part 2 of 2
Orlando could have gone to Denver's Emily Griffith Opportunity School to get his GED, Will says. But, she says, he was reluctant to do so. "At that time he was voicing a desire to stay away from gang influence," says Will. "He said gang members went there." Orlando nixed the Community College of Denver and Aurora Community College for the same reason, she says. Arapahoe Community College, he decided, would be a better bet, because it was farther away, in Littleton, out of the mainstream. So Will arranged for him to enroll in remedial classes there.
But Orlando didn't stick with it. "I think he only went to a couple of classes," acknowledges Will. For one thing, she claims, he was "a fish out of water" among his suburban-reared classmates. For another, she admits, "I don't think he was mentally in a place where he was prepared to tackle that. I don't think he realized that until he got into it."
In the meantime, Will says, "Operation Reconstruction was born, and he began working with them."
Operation Reconstruction, Barry Frye's anti-violence program, was designed to provide alternatives to gang members and divert them from crime. Funded in large part by the Gary Williams Energy Corporation and its associated Piton Foundation and directed by Frye, the group's aim was to provide "cultural education" and jobs to black youths. Even the organizers admitted it was a high-risk venture, primarily because they never demanded that participants renounce their allegiance to gangs. Orlando's old friend Michael Asberry was placed on the board of directors, and Orlando, according to Frye, was given a paid job organizing community events and participation. Many of the gang members were put to work rehabbing the old May D&F building in downtown Denver.
The most controversial aspect of the program--a project called "My Hood"--never really got under way, says Rich Rainaldi, a spokesman for the Piton Foundation. Under that proposal, Cellular One planned to provide cellular phones to gang members that could be used to dispel rumors and improve communication when they patrolled their neighborhoods. "The public didn't approve of gang members talking to each other," Frye says. "They thought they'd be using them to make drug deals." After hundreds of complaints were registered, Cellular One withdrew its offer and took back the phones.
More bad publicity followed when first Orlando and then Asberry were arrested. Orlando was jailed in February 1994 after reportedly resisting arrest during a routine traffic stop by an Aurora officer.
Three months later Asberry was busted for possession of $300 worth of crack cocaine. In a newspaper interview following that arrest, Frye defended Asberry as "a positive leader who wants to make positive change in the community."
It was about that time that the Gary Williams Energy Corporation withdrew its funding for the jobs portion of the program. "It was a resource issue," Rainaldi says. "We couldn't fund them anymore, and we had no more meaningful work for them." The corporation agreed, though, to continue funding the organization's after-school "Cultural Corner," a program in which young black children are taught about their heritage. "Barry," Rainaldi says, "made the decision to focus on the younger children."
But there is a rumor--rampant among police, gang members and other gang intervention groups--that Frye had personal reasons for shifting the focus away from gang members. Orlando and Asberry, says a Denver officer, "kicked the shit out of Barry Frye" in a dispute over money. "Barry was legit, but Orlando would sit home and do nothing, then go down there on Friday and try to get his paycheck. Barry wouldn't [give him the money], because he was trying to help them. An informant told me they knocked [Frye] out."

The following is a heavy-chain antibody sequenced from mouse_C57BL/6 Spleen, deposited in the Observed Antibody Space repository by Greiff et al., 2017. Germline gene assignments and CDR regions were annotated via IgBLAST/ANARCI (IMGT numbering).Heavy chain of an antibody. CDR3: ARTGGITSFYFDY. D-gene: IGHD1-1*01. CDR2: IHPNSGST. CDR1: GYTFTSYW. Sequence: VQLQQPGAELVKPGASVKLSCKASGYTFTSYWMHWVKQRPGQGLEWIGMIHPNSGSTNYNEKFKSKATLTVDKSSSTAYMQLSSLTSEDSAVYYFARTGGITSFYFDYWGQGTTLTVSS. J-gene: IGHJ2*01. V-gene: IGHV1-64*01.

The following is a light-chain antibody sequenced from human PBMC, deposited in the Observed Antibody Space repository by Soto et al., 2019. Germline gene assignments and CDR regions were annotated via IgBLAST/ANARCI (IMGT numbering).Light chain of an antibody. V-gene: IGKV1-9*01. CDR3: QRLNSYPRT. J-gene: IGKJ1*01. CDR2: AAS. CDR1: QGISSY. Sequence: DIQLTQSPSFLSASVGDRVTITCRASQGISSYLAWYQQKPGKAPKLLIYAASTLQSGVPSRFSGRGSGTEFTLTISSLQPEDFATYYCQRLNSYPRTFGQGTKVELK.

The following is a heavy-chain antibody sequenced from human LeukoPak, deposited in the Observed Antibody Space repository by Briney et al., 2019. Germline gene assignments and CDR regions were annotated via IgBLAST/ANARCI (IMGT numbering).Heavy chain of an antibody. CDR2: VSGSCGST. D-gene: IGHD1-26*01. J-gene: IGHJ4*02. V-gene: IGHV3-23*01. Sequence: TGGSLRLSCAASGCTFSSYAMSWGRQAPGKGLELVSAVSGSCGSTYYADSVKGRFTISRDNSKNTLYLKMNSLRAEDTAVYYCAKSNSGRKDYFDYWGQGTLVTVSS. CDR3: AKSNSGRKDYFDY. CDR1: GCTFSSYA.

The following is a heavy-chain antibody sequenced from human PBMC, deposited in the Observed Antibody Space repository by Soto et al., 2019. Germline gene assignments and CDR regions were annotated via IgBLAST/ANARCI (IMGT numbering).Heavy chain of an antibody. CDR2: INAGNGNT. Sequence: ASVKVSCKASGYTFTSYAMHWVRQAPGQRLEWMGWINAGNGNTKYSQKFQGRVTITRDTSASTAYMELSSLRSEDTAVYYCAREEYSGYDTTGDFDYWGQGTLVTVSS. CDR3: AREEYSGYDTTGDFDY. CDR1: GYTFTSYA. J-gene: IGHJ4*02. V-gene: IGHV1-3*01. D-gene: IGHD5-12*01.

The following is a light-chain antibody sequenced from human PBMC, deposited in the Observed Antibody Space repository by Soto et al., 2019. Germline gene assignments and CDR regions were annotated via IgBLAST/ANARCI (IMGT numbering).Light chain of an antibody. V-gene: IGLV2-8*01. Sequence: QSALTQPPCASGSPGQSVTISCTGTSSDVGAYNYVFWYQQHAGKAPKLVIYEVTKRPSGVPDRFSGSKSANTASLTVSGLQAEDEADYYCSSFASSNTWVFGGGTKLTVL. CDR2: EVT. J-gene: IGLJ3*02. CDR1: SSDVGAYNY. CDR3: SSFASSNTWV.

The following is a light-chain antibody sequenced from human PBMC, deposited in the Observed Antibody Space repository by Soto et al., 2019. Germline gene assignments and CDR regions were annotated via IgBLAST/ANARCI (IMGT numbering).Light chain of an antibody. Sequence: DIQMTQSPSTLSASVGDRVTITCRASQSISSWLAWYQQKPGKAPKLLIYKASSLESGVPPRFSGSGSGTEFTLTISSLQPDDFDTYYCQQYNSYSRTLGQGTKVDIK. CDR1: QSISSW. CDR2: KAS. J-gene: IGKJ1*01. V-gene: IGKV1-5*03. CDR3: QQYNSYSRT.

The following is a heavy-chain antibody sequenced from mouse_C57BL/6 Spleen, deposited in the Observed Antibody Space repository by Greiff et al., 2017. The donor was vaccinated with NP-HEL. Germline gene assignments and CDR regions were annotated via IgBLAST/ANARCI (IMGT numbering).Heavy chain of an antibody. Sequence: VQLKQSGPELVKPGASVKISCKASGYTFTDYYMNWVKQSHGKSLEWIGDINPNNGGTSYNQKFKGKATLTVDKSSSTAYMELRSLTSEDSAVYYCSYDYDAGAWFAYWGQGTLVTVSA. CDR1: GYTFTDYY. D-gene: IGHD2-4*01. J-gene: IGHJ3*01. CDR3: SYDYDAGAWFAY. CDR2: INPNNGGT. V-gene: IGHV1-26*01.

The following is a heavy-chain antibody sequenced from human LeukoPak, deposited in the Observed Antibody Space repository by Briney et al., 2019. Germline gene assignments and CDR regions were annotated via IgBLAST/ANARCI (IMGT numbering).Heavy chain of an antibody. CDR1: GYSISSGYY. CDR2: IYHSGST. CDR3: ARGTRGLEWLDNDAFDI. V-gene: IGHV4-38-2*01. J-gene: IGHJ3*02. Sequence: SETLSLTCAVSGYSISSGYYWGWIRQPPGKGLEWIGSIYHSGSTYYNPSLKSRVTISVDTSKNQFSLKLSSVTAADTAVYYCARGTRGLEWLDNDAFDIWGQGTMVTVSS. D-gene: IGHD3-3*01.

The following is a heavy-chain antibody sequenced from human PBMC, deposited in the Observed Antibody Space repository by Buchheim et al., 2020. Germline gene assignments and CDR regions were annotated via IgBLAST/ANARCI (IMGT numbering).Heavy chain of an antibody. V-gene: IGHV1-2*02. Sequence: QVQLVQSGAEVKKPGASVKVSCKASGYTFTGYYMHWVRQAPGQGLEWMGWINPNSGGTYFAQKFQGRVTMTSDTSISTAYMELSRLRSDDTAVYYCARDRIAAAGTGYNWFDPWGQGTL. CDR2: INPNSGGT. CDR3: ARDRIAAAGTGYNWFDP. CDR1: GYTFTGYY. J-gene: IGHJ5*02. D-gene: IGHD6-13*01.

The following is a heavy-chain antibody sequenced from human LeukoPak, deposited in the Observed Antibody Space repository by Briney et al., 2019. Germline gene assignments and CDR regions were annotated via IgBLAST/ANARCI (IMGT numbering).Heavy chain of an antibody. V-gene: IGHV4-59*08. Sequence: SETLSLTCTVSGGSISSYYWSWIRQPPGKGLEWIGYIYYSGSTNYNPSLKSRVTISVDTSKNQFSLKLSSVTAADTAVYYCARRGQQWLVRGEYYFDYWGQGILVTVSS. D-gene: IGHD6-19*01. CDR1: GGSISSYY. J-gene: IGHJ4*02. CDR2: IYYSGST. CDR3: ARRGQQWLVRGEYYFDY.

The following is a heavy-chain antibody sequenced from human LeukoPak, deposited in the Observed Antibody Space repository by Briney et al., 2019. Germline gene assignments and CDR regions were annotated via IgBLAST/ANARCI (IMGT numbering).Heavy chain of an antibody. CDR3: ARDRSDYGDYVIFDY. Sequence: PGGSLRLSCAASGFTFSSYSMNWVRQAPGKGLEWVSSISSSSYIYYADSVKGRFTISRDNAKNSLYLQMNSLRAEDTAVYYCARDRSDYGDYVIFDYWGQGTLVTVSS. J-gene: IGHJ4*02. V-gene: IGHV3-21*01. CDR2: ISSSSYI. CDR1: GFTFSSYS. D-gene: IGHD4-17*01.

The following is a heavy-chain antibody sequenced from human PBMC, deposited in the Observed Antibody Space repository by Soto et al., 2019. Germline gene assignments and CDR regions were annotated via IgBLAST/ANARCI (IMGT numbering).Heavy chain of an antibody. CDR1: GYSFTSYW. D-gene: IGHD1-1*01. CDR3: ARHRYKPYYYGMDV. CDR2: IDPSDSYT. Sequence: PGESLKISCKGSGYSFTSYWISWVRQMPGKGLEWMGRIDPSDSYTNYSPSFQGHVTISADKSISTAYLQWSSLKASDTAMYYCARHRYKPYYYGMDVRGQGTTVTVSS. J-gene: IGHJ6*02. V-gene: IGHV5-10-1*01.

Frye denies the incident ever occurred. "That's false information," he says. "It's not true." Frye claims that both Asberry and Orlando left the group on good terms and that they departed only because the jobs program had been eliminated.
Despite his departure from Operation Reconstruction, Orlando continued to claim that he was intent on getting out of the gang business. The cops, however, remained skeptical.
"We'd still see him around places where there were going to be problems, so I don't believe he was trying to get out," says Aurora police sergeant Tim Genaro. "There are certain gathering spots, certain streets and parks, where they congregate. If you want to get out of gangs, you're not going to go places where the gangs are. He was still doing that, as far as I'm concerned.
"There were times when I remember him saying he was going to get out," Genaro continues. "But I hear that a lot. After a bad incident, I think they always think about it. There are very few times it'll stick. The problem with getting out is that you might have that intention, but the rest of the players don't know what your intentions are. All they know is what you were in the past. You're still in the mix, as far as they're concerned."
And Orlando clearly was still mixing it up in January 1995, when he shot another gang member in the leg on East 16th Avenue in Aurora. "He claimed it was self-defense, and the way it looked, that held up," Genaro says. "He said he was defending himself against other gang members." Orlando wasn't charged in the incident.
But a Denver officer says he received another version of that shooting directly from Orlando. "There was some set tripping [inter-gang fighting] going on," the officer says. "It stemmed from a homicide in the area. Orlando said he saw this guy waiting for him and that he got a gun and shot him before he could shoot [Orlando]. The other guy did have a gun, but it wasn't self-defense."
Later that same month, Little O led a group of about two dozen Denver youths on a march to the State Capitol and then to the mayor's office. The group wanted to complain about police harassment and about the death of sixteen-year-old Isaac Johnson, who was shot and killed by a police officer during a no-knock drug raid.